V – _{Unregulated}V) ÷ _{Zener}R_{Limiting} And if we have a situation where V, such as when the voltage of an unregulated power supply like a battery equals the Zener voltage of a Zener diode, then the equation becomes:_{Zener }( V) = 0_{Zener }And if this is true, then the following is also true:
R= 0_{Limiting} In other words, this equation tells us that if V, then the current _{Zener}I will cease to flow from_{PS} the unregulated portion of the circuit towards the Zener diode and the external supply circuit. Put another way, in order for I to flow and the circuit to work, _{PS}V must be greater than _{Unregulated}V._{Zener} Next week we’ll continue our discussion and see why the resistor ____________________________________________ |

### Transistors – Voltage Regulation Part XII

Sunday, October 7th, 2012
Let’s continue our discussion with regard to the example circuit discussed last time and see how the Zener diode works in tandem with the limiting resistor to control current flow and hold the output voltage at a constant level. ## Figure 1
To recap our discussion from last week, the unregulated power supply portion of the circuit in Figure 1 generates an unregulated voltage, V and converts it into a steady output voltage, _{Unregulated}V. Because these output terminals are connected to the ends of the Zener diode, _{Output}V is equal to the voltage put out by it, denoted as _{Output}V._{Zener} The Zener diode, an excellent negotiator of current, is essentially involved in a constant trade off, substituting electric current that originates in the unregulated power supply portion of the circuit for voltage, I, through it as it needs, its objective being to keep _{Z}V at a constant level, and it will continue to provide this constant output, despite the fact that V_{Output} varies considerably._{Unregulated} So, where does the current I, that is, the current flowing from the unregulated power supply area, as shown in Figure 1. _{PS}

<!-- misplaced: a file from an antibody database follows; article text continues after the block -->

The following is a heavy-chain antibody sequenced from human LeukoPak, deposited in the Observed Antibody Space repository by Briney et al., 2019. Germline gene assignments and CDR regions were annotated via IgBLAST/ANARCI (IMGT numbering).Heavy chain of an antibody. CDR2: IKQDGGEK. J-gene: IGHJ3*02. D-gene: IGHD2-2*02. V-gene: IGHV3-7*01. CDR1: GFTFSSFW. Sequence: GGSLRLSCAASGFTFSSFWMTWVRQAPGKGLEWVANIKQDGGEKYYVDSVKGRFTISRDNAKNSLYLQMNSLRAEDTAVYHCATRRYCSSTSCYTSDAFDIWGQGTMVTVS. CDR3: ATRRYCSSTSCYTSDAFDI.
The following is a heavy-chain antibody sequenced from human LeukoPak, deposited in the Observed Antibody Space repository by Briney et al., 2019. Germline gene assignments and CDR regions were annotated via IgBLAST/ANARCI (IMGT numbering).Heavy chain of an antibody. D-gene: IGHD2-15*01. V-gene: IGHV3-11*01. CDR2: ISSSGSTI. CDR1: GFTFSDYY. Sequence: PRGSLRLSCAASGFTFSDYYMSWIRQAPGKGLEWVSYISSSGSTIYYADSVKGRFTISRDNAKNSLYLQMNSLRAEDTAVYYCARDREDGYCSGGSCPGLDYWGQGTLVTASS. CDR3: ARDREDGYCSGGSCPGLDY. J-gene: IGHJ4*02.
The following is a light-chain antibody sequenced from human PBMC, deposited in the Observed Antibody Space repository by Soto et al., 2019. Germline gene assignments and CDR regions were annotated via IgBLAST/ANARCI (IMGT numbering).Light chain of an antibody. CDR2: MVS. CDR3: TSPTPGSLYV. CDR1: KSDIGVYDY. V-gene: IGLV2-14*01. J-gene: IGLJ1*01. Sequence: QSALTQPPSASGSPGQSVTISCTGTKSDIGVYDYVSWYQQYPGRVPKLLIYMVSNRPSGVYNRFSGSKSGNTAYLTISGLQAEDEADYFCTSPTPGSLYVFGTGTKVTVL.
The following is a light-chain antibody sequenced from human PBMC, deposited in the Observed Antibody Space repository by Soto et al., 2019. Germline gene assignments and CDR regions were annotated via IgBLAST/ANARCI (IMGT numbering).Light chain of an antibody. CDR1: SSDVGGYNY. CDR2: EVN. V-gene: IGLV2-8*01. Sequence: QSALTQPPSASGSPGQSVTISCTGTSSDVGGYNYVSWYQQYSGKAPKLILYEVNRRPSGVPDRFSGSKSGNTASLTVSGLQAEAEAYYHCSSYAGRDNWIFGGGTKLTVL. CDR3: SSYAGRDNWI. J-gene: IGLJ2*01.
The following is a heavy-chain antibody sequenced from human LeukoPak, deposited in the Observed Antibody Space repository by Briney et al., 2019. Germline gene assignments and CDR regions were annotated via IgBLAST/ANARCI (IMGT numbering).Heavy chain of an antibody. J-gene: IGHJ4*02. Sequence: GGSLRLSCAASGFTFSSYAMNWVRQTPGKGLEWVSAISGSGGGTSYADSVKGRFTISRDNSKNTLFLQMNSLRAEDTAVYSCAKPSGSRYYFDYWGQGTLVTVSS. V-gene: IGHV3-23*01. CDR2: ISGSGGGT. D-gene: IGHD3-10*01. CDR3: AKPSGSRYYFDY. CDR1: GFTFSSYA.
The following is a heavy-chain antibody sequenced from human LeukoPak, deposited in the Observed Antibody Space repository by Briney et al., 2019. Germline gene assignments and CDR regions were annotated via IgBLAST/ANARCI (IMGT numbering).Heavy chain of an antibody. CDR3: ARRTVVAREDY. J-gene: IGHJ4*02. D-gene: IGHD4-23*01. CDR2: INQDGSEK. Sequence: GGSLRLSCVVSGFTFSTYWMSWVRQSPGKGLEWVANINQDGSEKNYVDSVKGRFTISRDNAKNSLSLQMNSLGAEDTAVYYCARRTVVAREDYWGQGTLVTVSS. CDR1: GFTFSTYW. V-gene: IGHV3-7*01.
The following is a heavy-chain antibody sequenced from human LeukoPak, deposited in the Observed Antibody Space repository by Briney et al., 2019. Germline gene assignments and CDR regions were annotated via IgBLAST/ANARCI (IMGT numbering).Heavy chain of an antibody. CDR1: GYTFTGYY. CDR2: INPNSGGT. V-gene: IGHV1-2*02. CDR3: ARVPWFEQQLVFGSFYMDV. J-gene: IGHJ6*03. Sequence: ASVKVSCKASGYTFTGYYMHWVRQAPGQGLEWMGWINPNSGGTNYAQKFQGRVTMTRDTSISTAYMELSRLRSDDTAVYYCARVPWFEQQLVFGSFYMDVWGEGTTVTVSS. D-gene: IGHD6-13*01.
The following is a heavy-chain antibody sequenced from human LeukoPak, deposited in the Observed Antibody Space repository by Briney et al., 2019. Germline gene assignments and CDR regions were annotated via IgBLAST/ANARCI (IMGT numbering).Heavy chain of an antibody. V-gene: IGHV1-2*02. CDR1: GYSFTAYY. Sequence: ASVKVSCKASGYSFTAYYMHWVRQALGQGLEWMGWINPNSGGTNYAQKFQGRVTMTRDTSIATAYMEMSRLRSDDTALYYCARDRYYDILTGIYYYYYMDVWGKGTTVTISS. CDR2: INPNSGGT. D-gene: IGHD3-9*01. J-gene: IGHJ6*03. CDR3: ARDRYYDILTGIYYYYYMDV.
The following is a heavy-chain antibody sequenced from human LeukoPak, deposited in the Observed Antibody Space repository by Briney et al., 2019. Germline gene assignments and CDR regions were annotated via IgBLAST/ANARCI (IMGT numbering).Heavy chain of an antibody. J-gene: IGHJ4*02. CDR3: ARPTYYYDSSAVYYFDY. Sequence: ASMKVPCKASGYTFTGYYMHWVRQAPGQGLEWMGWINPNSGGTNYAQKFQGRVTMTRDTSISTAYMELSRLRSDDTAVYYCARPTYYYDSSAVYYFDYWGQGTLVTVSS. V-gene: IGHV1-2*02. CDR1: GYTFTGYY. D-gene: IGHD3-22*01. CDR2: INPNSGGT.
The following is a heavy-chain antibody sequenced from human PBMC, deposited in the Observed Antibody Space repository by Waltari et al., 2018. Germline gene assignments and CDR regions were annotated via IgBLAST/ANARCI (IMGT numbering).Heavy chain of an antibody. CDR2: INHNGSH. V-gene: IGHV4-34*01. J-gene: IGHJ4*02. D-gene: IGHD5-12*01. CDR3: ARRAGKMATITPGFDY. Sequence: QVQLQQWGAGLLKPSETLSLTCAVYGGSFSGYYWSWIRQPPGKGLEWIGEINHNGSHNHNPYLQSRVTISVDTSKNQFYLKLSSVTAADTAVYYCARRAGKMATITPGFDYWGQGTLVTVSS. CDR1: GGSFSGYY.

I splits off from _{Z}I and continues on to the Zener diode, while current _{PS}I splits off from I on its way to the total internal resistance, _{PS}R, in the external supply circuit. _{Total} What this means is that when you add I together, you get I. Mathematically speaking this is represented as:_{PS}
= I_{Z} + I Why solve for I, _{PS}V, _{Unregulated}V, and _{Zener}R relate to each other with regard to the Zener diode. _{Limiting}____________________________________________ |

### Transistors – Voltage Regulation Part VI